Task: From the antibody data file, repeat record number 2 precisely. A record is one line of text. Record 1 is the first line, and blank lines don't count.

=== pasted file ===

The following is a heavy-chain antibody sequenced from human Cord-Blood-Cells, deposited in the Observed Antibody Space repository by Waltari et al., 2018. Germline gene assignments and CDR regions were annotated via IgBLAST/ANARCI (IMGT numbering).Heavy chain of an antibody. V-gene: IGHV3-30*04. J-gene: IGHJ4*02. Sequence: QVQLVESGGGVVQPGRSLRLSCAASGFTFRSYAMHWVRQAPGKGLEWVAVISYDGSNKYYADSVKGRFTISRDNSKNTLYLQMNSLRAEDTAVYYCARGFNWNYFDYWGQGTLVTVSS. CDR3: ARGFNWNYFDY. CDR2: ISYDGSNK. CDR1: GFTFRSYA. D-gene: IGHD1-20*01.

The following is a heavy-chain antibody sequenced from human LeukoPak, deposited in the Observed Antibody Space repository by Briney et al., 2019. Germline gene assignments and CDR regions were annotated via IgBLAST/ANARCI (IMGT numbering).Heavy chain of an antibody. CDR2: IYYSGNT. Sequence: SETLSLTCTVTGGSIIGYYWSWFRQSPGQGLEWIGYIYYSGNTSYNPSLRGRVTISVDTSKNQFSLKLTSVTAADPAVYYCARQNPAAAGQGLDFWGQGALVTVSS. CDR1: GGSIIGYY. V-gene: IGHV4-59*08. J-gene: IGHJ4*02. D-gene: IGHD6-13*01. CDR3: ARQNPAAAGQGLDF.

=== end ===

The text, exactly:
The following is a heavy-chain antibody sequenced from human LeukoPak, deposited in the Observed Antibody Space repository by Briney et al., 2019. Germline gene assignments and CDR regions were annotated via IgBLAST/ANARCI (IMGT numbering).Heavy chain of an antibody. CDR2: IYYSGNT. Sequence: SETLSLTCTVTGGSIIGYYWSWFRQSPGQGLEWIGYIYYSGNTSYNPSLRGRVTISVDTSKNQFSLKLTSVTAADPAVYYCARQNPAAAGQGLDFWGQGALVTVSS. CDR1: GGSIIGYY. V-gene: IGHV4-59*08. J-gene: IGHJ4*02. D-gene: IGHD6-13*01. CDR3: ARQNPAAAGQGLDF.